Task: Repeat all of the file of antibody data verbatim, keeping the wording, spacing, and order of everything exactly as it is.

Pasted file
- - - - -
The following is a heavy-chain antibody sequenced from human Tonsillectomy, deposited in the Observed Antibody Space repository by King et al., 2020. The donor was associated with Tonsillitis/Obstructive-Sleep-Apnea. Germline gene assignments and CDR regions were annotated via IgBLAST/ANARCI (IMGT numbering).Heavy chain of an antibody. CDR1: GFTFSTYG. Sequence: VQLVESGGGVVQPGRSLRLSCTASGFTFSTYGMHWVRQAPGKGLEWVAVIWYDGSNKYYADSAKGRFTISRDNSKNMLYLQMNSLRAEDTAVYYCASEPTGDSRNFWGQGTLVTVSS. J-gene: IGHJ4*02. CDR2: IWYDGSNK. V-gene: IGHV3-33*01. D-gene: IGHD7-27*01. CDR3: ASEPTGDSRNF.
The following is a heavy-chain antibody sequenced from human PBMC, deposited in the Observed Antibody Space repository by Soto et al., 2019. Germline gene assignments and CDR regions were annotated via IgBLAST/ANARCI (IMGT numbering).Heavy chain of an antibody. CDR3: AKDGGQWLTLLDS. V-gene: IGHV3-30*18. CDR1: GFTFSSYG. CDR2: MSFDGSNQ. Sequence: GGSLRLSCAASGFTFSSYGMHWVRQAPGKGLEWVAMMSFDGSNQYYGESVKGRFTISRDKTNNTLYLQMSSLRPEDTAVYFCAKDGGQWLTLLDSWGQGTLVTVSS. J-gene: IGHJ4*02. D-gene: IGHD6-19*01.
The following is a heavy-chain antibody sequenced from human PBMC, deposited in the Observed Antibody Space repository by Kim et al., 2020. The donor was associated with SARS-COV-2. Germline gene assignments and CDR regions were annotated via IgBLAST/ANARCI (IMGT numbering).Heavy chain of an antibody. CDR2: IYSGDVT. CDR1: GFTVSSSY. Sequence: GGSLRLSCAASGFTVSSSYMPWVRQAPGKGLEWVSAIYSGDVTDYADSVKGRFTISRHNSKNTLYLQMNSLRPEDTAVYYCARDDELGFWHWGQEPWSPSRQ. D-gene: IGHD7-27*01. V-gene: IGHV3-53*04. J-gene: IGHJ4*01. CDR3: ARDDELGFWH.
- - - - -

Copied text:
The following is a heavy-chain antibody sequenced from human Tonsillectomy, deposited in the Observed Antibody Space repository by King et al., 2020. The donor was associated with Tonsillitis/Obstructive-Sleep-Apnea. Germline gene assignments and CDR regions were annotated via IgBLAST/ANARCI (IMGT numbering).Heavy chain of an antibody. CDR1: GFTFSTYG. Sequence: VQLVESGGGVVQPGRSLRLSCTASGFTFSTYGMHWVRQAPGKGLEWVAVIWYDGSNKYYADSAKGRFTISRDNSKNMLYLQMNSLRAEDTAVYYCASEPTGDSRNFWGQGTLVTVSS. J-gene: IGHJ4*02. CDR2: IWYDGSNK. V-gene: IGHV3-33*01. D-gene: IGHD7-27*01. CDR3: ASEPTGDSRNF.
The following is a heavy-chain antibody sequenced from human PBMC, deposited in the Observed Antibody Space repository by Soto et al., 2019. Germline gene assignments and CDR regions were annotated via IgBLAST/ANARCI (IMGT numbering).Heavy chain of an antibody. CDR3: AKDGGQWLTLLDS. V-gene: IGHV3-30*18. CDR1: GFTFSSYG. CDR2: MSFDGSNQ. Sequence: GGSLRLSCAASGFTFSSYGMHWVRQAPGKGLEWVAMMSFDGSNQYYGESVKGRFTISRDKTNNTLYLQMSSLRPEDTAVYFCAKDGGQWLTLLDSWGQGTLVTVSS. J-gene: IGHJ4*02. D-gene: IGHD6-19*01.
The following is a heavy-chain antibody sequenced from human PBMC, deposited in the Observed Antibody Space repository by Kim et al., 2020. The donor was associated with SARS-COV-2. Germline gene assignments and CDR regions were annotated via IgBLAST/ANARCI (IMGT numbering).Heavy chain of an antibody. CDR2: IYSGDVT. CDR1: GFTVSSSY. Sequence: GGSLRLSCAASGFTVSSSYMPWVRQAPGKGLEWVSAIYSGDVTDYADSVKGRFTISRHNSKNTLYLQMNSLRPEDTAVYYCARDDELGFWHWGQEPWSPSRQ. D-gene: IGHD7-27*01. V-gene: IGHV3-53*04. J-gene: IGHJ4*01. CDR3: ARDDELGFWH.